Active Angels Ty Danco and Dharmesh Shah have posted 21 funding tips for Startups looking to leverage AngelList:
AngelList may be a game-changer, but most of the same rules are still in place. Angels still look for the same elements in a startup as always: a strong team; meaningful milestones; a differentiated product in a big potential market; capital efficiency and so on. Therefore, the excellent advice listed in OnStartups, Venture Hacks, AVC, Ask the VC, Both Sides of the Table, and the like still applies. What for now is unique to AngelList is the speed and efficiency with which they can harness an all-star network of active investors in front of a breathtakingly large, qualified stream of startups.
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In this video, Peter Thiel, co-founder of Paypal, discusses building companies with a purpose from an entrepreneur’s and investor’s perspective.
David Ricardo’s economic Law of Comparative Advantage says that two parties can both gain if, in the absence of trade, they have different relative costs for producing the same goods. VC Jeffrey Bussgang writes that too often, entrepreneurs ignore this law and spend their time on the wrong things:
Unfortunately, I see too many founders ignoring the entrepreneurial corollary to this law, the Start-Up Law of Comparative Advantage. I’m no David Ricardo, but it seems to me that if entrepreneurs followed this “law”, the gains to their start-ups would be akin to the gains attributed to free trade. Here’s why: founders are typically gifted, multi-talented, versatile professionals. As such, they get sucked into spending time doing things that they may be better at than the others in their organization on an absolute basis, but that, comparatively speaking, they are worse at in relation to the handful of things that they are uniquely suited for.
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Erik Wolf has posted his lessons learned after five years of being an entrepreneur:
“Sales” doesn’t work. Everyone hates the “buy me” salesperson — that guy or gal armed with a briefcase full of brochures, hurling business cards at every warm body they see as if they were throwing stars, pitching product to anyone who will listen. So why is is that at some point, just about every small business owner BECOMES that person? Obviously, we all need to sell stuff in order to feed our families, but I’ve found that my business is most profitable when I stop pushing to sell and try actively to help instead. Nobody cares what I’m selling them, nobody cares about the features of MY service the way I do and no one is going to read my brochure. My customers are business owners with needs, challenges and sometimes problems. Understanding those needs/challenges/problems and articulating solutions is how I have always managed to demonstrate value and win business.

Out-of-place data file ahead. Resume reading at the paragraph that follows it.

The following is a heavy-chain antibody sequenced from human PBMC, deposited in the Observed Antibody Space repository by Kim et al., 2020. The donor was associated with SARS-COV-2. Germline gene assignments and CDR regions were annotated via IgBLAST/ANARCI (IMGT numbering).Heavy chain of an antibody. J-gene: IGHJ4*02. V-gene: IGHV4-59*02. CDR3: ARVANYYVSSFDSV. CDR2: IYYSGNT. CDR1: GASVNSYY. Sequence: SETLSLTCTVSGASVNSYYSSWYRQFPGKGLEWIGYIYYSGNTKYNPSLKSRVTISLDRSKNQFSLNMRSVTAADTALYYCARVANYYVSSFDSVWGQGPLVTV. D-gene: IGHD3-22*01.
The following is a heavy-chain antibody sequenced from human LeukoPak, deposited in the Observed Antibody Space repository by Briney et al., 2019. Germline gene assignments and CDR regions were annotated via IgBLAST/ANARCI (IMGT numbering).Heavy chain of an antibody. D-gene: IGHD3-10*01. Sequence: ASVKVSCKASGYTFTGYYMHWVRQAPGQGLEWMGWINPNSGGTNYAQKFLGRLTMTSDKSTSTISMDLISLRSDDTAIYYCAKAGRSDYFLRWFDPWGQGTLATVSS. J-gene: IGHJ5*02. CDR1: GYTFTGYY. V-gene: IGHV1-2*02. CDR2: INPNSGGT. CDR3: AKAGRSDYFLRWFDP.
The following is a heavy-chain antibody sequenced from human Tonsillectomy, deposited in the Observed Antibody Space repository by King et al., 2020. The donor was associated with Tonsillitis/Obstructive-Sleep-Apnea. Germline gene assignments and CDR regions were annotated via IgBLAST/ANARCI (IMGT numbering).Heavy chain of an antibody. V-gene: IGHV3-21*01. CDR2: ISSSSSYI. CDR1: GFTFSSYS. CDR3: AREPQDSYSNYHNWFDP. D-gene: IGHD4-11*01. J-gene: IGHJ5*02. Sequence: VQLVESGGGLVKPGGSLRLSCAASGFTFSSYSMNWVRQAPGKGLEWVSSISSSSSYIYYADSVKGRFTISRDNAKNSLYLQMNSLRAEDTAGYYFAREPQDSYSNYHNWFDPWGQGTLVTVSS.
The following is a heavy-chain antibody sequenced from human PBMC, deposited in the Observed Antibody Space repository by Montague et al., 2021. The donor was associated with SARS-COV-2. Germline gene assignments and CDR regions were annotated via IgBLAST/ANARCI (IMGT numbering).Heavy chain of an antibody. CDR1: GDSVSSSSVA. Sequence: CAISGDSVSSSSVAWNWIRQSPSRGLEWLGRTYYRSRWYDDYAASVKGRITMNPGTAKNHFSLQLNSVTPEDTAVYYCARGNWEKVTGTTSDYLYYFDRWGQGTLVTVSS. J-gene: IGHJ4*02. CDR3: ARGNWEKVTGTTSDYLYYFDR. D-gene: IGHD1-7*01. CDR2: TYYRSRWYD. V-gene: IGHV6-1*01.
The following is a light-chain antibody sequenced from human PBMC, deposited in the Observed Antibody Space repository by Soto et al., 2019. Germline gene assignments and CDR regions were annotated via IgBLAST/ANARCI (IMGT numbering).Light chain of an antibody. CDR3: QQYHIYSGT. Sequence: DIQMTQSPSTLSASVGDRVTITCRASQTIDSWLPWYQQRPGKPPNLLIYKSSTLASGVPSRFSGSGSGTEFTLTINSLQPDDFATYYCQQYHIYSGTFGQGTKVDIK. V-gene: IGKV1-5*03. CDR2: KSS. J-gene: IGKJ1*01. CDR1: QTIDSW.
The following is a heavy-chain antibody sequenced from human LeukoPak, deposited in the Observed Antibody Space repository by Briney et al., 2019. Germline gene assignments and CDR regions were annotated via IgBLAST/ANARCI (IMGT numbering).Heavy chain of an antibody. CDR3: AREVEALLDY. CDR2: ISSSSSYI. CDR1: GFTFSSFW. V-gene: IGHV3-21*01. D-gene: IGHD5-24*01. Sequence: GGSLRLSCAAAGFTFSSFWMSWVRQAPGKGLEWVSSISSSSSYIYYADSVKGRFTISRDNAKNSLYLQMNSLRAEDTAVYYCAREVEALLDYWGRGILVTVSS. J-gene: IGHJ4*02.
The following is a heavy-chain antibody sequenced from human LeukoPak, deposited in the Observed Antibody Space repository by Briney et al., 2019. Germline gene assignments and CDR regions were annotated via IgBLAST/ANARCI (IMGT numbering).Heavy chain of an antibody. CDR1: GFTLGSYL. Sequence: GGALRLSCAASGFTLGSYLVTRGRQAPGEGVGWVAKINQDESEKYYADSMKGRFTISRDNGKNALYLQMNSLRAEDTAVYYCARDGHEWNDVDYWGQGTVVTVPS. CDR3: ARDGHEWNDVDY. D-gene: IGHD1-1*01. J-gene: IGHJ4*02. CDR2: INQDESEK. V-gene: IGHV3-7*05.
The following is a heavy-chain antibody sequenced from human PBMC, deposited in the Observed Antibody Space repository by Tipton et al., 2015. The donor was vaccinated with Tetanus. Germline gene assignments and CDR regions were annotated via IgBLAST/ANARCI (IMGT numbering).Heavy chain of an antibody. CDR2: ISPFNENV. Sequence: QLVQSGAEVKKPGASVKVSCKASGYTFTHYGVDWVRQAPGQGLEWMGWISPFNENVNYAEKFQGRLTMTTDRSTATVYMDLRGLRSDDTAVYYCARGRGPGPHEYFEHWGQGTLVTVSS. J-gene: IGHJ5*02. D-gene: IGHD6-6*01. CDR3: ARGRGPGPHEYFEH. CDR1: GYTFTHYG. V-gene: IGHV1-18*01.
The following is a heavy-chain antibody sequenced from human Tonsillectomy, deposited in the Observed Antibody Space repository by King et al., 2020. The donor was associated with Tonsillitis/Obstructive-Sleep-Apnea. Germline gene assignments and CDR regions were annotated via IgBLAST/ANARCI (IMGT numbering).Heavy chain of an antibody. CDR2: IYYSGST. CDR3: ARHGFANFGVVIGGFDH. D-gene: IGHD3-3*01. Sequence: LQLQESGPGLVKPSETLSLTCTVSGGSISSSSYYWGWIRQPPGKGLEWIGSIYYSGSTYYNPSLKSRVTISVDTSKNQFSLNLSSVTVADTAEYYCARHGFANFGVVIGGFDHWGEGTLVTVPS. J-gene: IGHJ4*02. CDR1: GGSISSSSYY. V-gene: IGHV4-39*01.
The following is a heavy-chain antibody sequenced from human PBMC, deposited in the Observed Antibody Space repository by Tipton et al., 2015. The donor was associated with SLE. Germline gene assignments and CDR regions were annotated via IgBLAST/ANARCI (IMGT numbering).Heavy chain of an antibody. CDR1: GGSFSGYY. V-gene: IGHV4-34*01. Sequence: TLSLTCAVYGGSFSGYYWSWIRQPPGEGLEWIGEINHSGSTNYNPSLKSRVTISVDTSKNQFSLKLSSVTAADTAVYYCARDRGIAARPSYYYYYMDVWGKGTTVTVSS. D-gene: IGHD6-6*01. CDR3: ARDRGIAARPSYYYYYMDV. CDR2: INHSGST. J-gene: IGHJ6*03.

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While there are all kinds of Startup contests out there, few can offer a prize as compelling as time with Billionaire Richard Branson. That’s the tempting prize being offered by the ExtremeTechChallenge.
The ExtremeTechChallenge aims to bring out the best entrepreneurs and provide them with cash, infrastructure and world-class mentorship to launch groundbreaking ideas. Whether you’re just starting to put your ideas to paper, or have customers already using your product, participating in this contest may end up changing your life.
Who should apply? “We are seeking applications from relatively young start-ups who have raised less than $1 million. This is not a hard-and-fast rule, and we do encourage all start-ups to apply.”
Submissions are due by August 31, 2014.
How would you like to win $100 for your Startup? In this video from GTC 2014, Todd Mostak from MapD demonstrates the company’s GPU-powered in-memory relational database software for Big Data. The company was declared as the winner of the GPU Technology Conference’s Early Stage Challenge this year, and they will be going home with a cool $100,000 check.
Here is an early April Fool’s video. Tech Startups sometimes get enamored in their own jargon. In this parody video, Sun Microsystems employees talk shop. The company had its own technology dialect, and those who couldn’t understand it were expected to issue a Purchase Order anyway. Maybe that’s why the company failed. Produced by Rich Brueckner of insideHPC.
Note that this script is a parody of a parody. Check out the Turbo Encabulator from 1946.